- Only 9% of adults achieve the recommended vegetable intake, and 12% meet the daily fruit requirement, highlighting an overall deficiency of fruit and vegetable consumption in the American diet.
- The suggested daily fruit and vegetable intake is one-and-a-half to two cups of fruit, or its equivalent, and two to three cups of vegetables.
- Common barriers to healthy fruit and vegetable consumption include high costs, limited availability, and misconceptions about preparation time.
- The consumption of fruits and vegetables varies significantly by state, with West Virginia showing the lowest intake of both.
- Increasing fruit and vegetable intake can be budget-friendly by purchasing in-season or canned/frozen produce and can be exciting with creative preparation methods.
Despite the known nutritional benefits of fruits and vegetables, many Americans are not incorporating enough of them into their diets.
The State of American’s Fruit and Vegetable Consumption
According to recent data, only 9 percent of adults consume the recommended quantity of vegetables, and a mere 12 percent satisfy the daily fruit requirement. Consuming fruits and vegetables is invaluable as they provide essential vitamins, minerals, and fiber that can help protect against heart disease, type-2 diabetes, certain cancers, and obesity.
Regrettably, out of every ten adults, only one consumes more fruits and vegetables than suggested in the government’s dietary guidelines for 2015-2020.
Recommended Fruit and Vegetable Intake
But how much should you really be eating? It’s recommended to consume one-and-a-half to two cups of fruit, or its equivalent, and two to three cups of vegetables daily.
Who’s Falling Behind?
Interestingly, men are less likely than women to meet the fruits and vegetables requirements. Furthermore, younger adults, those aged 18 to 30, are less likely to reach for apples or broccoli than their older counterparts.
Obstacles to Healthy Consumption
A variety of factors contribute to the lack of fruit and vegetable consumption. High costs, limited availability, and the misconception that these healthy foods require extensive preparation time are common barriers.
Tackling the Preparation Myth
However, preparing vegetables can be quite simple. As one New York-based dietitian suggests, “There are few vegetables that you can’t cut up, drizzle with olive oil, season with a little salt and herbs, and roast in an oven or toast-oven – a straightforward and delicious preparation method.”
Fluctuating Intake Across States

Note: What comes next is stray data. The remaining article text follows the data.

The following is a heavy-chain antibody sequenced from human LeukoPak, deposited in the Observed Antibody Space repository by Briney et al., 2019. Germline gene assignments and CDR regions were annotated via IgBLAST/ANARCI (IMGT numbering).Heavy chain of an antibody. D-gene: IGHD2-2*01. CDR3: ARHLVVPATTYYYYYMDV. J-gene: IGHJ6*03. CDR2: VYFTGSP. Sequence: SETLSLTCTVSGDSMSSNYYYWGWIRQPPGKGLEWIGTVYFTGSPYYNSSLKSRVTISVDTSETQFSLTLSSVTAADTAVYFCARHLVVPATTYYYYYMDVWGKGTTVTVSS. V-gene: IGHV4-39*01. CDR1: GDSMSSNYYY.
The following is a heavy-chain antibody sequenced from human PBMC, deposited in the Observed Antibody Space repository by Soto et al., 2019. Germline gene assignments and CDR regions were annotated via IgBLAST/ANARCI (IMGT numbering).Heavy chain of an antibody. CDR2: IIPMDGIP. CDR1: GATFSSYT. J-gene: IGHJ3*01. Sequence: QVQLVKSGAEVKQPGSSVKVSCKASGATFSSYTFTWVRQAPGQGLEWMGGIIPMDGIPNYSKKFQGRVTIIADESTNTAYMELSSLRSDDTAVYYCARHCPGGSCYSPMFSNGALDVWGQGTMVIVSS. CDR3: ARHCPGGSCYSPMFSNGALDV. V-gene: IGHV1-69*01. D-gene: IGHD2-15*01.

The intake of fruits and veggies varies significantly across states. West Virginia reported the lowest fruit intake, just 7 percent, while Washington, D.C., reached almost 16 percent. Vegetable consumption was even lower, ranging from 6 percent in West Virginia to 12 percent in Alaska.
While all socioeconomic groups fared poorly overall, it was found that wealthier Americans were more likely to meet vegetable requirements than others.
One piece of advice to keep your grocery bill in check while eating healthily is to buy fruits and vegetables when they are in season. Fresh produce not being available shouldn’t deter you as frozen or canned alternatives can be just as healthy. They are picked at the peak of ripeness and offer a budget-friendly option.
Reap the Benefits of Antioxidants
Including fruits and vegetables of various colors in your diet, especially those of dark colors, can maximize your intake of beneficial antioxidants. Antioxidants can protect cells and help prevent diseases such as heart disease and cancer.
Preparing fruits and vegetables doesn’t have to be boring. Delectable alternatives include roasting an apple with cinnamon and nutmeg for a sweet dessert or pureeing cauliflower with low-fat milk and olive oil for a savoury mashed potato substitute.
Prompting Healthier Choices
Other useful hints for incorporating more fruits and vegetables into your diet include keeping cut-up fruits or vegetables in visible places in the refrigerator, using dips with raw veggies, and getting creative with preparation methods.
Remember, your bowl of fruit should be on the counter, in plain sight, and not tucked away in a bottom drawer of the fridge.
For more details on healthy eating, check out the Dietary Guidelines for Americans.